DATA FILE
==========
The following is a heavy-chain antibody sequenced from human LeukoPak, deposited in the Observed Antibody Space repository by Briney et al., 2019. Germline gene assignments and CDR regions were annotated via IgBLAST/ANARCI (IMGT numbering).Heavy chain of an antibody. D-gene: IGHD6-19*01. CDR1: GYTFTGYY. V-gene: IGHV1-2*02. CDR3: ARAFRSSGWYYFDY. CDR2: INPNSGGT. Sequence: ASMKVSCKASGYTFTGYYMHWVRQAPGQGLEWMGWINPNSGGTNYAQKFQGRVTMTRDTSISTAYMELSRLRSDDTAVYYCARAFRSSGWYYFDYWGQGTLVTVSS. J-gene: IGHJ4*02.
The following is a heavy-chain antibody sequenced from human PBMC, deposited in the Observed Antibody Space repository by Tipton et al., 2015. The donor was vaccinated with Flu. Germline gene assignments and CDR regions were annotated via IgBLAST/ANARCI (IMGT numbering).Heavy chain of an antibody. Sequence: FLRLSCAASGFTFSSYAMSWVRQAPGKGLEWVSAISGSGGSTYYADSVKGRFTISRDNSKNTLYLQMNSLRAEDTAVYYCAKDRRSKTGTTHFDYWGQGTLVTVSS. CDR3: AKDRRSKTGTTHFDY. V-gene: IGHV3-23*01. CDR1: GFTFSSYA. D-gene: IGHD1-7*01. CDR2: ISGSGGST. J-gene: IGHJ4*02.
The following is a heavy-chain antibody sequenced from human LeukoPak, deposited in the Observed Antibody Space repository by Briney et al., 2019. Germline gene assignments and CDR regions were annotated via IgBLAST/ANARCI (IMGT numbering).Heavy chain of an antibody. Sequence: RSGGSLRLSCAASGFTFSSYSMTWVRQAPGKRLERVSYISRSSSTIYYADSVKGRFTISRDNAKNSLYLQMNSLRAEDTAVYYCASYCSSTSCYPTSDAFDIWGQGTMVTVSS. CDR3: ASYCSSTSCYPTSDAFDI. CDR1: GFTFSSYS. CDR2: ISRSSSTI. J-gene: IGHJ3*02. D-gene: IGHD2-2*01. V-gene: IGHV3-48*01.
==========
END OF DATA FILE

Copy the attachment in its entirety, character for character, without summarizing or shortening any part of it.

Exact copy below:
The following is a heavy-chain antibody sequenced from human LeukoPak, deposited in the Observed Antibody Space repository by Briney et al., 2019. Germline gene assignments and CDR regions were annotated via IgBLAST/ANARCI (IMGT numbering).Heavy chain of an antibody. D-gene: IGHD6-19*01. CDR1: GYTFTGYY. V-gene: IGHV1-2*02. CDR3: ARAFRSSGWYYFDY. CDR2: INPNSGGT. Sequence: ASMKVSCKASGYTFTGYYMHWVRQAPGQGLEWMGWINPNSGGTNYAQKFQGRVTMTRDTSISTAYMELSRLRSDDTAVYYCARAFRSSGWYYFDYWGQGTLVTVSS. J-gene: IGHJ4*02.
The following is a heavy-chain antibody sequenced from human PBMC, deposited in the Observed Antibody Space repository by Tipton et al., 2015. The donor was vaccinated with Flu. Germline gene assignments and CDR regions were annotated via IgBLAST/ANARCI (IMGT numbering).Heavy chain of an antibody. Sequence: FLRLSCAASGFTFSSYAMSWVRQAPGKGLEWVSAISGSGGSTYYADSVKGRFTISRDNSKNTLYLQMNSLRAEDTAVYYCAKDRRSKTGTTHFDYWGQGTLVTVSS. CDR3: AKDRRSKTGTTHFDY. V-gene: IGHV3-23*01. CDR1: GFTFSSYA. D-gene: IGHD1-7*01. CDR2: ISGSGGST. J-gene: IGHJ4*02.
The following is a heavy-chain antibody sequenced from human LeukoPak, deposited in the Observed Antibody Space repository by Briney et al., 2019. Germline gene assignments and CDR regions were annotated via IgBLAST/ANARCI (IMGT numbering).Heavy chain of an antibody. Sequence: RSGGSLRLSCAASGFTFSSYSMTWVRQAPGKRLERVSYISRSSSTIYYADSVKGRFTISRDNAKNSLYLQMNSLRAEDTAVYYCASYCSSTSCYPTSDAFDIWGQGTMVTVSS. CDR3: ASYCSSTSCYPTSDAFDI. CDR1: GFTFSSYS. CDR2: ISRSSSTI. J-gene: IGHJ3*02. D-gene: IGHD2-2*01. V-gene: IGHV3-48*01.